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Digital transformation, privacy and the “dark side” of the Metaverse

The privacy of people and data is one of the biggest concerns generated by the Metaverse

Technology is becoming more sophisticated with each passing year. However, as the metaverse begins to unfold, we are only scratching the surface to harness data in new and innovative ways.

The metaverse is coming. But the question is: are we really prepared?

According to Chris Wylie, the Cambridge Analytical whistleblower who pushed for a massive review of privacy practices and legislation around the world, the answer to the above question is a resounding no. In fact, he warns that it would be better to start stopping the metaverse before it infiltrates our daily lives.

Chris recently spoke with Cheetah Digital’s CMO Richard Jones about the metaverse, marketing, and the future of privacy. In particular, he questioned the long-term societal impact of the metaverse in transforming our human environment.

“People have largely become who they are by freely navigating their world. It is through his experience in life, dabbles and chance, that allows him to grow and develop as a person. But what happens when the environment suddenly decides to get involved, classifying you, influencing your every move, and ultimately grooming you to be the ideal consumer?

Comparing the metaverse to a physical entity like a skyscraper or an airplane, Chris paints a picture of how digital worlds should be architectured with so-called emergency exits or other protections. It should have some kind of building code that protects its users, their privacy and, above all, their mental health, he says.

One of the most shocking takeaways from all of this, says Chris, is that privacy is just one small piece of the puzzle. The issue at hand is much broader and more complex than the data collected and how it was collected.

Chris states,

“When we look at some of the consequences of algorithmic damage, whether it’s mental health and mental well-being – particularly in young, developing men and women – to social cohesion around the world, where the real damage stems from these systems, It is critical that we address these consequences before the metaverse becomes mainstream.”

Build a new paradigm

When there are more safety regulations for a toaster in a kitchen than for a platform that affects a billion people, Chris says, it’s time for a change. The best way to make that change, he says, is to start at the origin.

“A big part of the problem is that we’re not framing the conversation around who’s responsible: the engineers and architects. The things that are causing harm are the products of architecture and engineering,” he says.

“If you look at how we relate other technology products and other engineering products, whether it’s aerospace, civil engineering, pharmaceuticals, etc., there are safety standards. There are inspections. We need to start examining the technological constructs on the Internet to ensure that regulatory frameworks are in place to create a safer environment.”

Digital transformation, bias and the “desired reality”

Chris wonders what happens when people start customizing their experiences in the metaverse to suit their preferences. So, for example, racists could remove people of color from their sight. Or people could create a society where, walking down the street, they no longer see the homeless; I no longer saw major social problems.

Related: The Metaverse and Consumer Data: Here’s What You Need to Know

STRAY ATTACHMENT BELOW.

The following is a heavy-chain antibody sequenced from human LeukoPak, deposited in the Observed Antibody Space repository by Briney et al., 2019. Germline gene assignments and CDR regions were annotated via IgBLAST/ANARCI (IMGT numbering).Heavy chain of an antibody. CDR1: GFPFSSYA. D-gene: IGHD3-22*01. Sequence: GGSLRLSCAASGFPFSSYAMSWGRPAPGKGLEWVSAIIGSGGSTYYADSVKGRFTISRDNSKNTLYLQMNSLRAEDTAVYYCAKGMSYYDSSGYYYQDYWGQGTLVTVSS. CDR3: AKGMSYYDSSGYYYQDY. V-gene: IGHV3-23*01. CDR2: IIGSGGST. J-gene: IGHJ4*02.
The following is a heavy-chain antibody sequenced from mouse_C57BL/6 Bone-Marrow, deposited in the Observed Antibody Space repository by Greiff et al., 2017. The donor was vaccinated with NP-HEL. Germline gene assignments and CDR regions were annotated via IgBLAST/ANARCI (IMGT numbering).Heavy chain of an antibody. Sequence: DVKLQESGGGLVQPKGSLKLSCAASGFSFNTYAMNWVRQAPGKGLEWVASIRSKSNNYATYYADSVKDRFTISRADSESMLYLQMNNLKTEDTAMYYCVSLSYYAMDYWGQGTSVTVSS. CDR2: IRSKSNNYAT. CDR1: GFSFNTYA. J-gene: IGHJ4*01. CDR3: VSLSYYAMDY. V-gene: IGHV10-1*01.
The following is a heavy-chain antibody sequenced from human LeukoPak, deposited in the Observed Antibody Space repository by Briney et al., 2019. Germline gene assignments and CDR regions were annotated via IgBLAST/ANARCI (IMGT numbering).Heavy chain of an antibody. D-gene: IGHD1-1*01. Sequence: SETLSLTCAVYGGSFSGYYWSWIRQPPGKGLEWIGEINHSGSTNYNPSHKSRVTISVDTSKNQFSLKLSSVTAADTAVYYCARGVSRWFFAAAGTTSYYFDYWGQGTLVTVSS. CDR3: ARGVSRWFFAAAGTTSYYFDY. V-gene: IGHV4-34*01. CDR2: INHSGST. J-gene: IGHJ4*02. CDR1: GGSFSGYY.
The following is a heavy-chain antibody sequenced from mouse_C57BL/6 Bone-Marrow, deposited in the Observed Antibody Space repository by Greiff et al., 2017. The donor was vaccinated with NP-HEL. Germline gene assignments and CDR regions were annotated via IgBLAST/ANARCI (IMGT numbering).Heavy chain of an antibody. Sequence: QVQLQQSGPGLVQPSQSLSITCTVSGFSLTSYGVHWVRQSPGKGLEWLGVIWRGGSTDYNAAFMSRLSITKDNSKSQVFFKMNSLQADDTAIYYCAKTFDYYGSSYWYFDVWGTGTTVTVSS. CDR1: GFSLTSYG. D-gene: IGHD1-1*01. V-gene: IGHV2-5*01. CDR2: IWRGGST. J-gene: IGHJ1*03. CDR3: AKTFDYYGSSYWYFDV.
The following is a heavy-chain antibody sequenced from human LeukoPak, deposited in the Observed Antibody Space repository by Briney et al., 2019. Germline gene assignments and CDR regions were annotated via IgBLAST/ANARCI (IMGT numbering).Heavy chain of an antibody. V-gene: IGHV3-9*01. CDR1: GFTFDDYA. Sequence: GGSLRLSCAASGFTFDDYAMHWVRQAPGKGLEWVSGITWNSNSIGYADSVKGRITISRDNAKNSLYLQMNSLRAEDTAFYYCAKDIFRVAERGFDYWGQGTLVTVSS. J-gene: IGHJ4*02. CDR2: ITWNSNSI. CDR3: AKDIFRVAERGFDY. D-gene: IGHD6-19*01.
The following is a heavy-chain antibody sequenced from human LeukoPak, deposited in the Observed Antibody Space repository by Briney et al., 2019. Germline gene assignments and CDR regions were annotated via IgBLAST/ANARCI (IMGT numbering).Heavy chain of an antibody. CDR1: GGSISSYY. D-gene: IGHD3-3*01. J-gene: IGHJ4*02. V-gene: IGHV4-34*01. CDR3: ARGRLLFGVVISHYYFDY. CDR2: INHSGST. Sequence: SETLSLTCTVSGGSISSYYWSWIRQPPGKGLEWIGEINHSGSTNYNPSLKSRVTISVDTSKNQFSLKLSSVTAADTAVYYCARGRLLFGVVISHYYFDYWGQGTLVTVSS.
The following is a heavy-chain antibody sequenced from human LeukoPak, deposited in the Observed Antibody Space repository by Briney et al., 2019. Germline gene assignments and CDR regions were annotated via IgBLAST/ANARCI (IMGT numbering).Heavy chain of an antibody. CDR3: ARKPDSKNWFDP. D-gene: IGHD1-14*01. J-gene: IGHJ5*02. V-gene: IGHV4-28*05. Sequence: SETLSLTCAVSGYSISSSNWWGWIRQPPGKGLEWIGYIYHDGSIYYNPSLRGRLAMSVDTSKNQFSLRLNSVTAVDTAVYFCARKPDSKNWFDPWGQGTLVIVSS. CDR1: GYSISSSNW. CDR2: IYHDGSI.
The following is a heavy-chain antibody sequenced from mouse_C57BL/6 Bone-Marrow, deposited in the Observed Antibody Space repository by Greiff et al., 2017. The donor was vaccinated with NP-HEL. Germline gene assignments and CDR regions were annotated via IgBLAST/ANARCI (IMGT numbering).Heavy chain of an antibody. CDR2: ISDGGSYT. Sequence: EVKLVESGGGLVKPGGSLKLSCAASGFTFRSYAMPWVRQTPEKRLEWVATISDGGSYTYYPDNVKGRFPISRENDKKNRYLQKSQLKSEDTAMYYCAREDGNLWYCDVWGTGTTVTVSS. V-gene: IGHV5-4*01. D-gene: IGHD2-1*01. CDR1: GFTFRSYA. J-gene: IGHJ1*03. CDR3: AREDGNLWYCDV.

“What happens to a society when we no longer fully understand what is happening around us, and the only ones who do are the ones in charge of increasing it?” he asks. “It’s a really important question, and it’s not far-fetched.”

In the value of Face(book)

Despite Facebook’s attention-grabbing algorithms, now called Meta, that encourage one-sided opinions and fuel misinformation, marketers continue to pump huge sums of money into their platform each year. But is it worth it? Are we correct in believing that Facebook data is really as valuable as they believe?

According to Chris, absolutely. “From a purely functional point of view, yes. It is incredibly valuable data », he admits.

The problem, however, is not that brands use that data to create personalized ads. The problem, he says, is a bit more complicated. “There’s a difference between personalized advertising and building an entire ecosystem using that logic,” says Chris.

“When you look at the news feed that Facebook and other social media platforms provide to users, it extends this logic that originated for advertising, showing content that is relevant to you.

“It’s not just about the basic things that make your ads more efficient, but also less annoying for the people who receive them. It extends to: ‘You should only see the things that engage you the most, period, in all the information you consume’, to the point that the only information you consume is the one that usually makes you very angry, because that’s what is going to make you click on things. And that’s different from marketing.”

Don’t trust a wolf in sheep’s clothing

To support companies that want to transform and adapt to the brave new metaverse reality, Chris offers some advice: Don’t trust a wolf in sheep’s clothing.

“The tool that you use, that you love so much, is probably one of your biggest threats. Although advertisers cringe at the idea of ​​regulations limiting what they can do, in the long run, regulations can be beneficial to the viability of the industry,’ he says.

«We must not be carried away by the bad practices of a sector that behaves badly. There is a substantial loss of trust in platforms like Facebook because they continually fail to listen to consumers. Does not respect consumers. Siding with that industry could backfire in the long run.”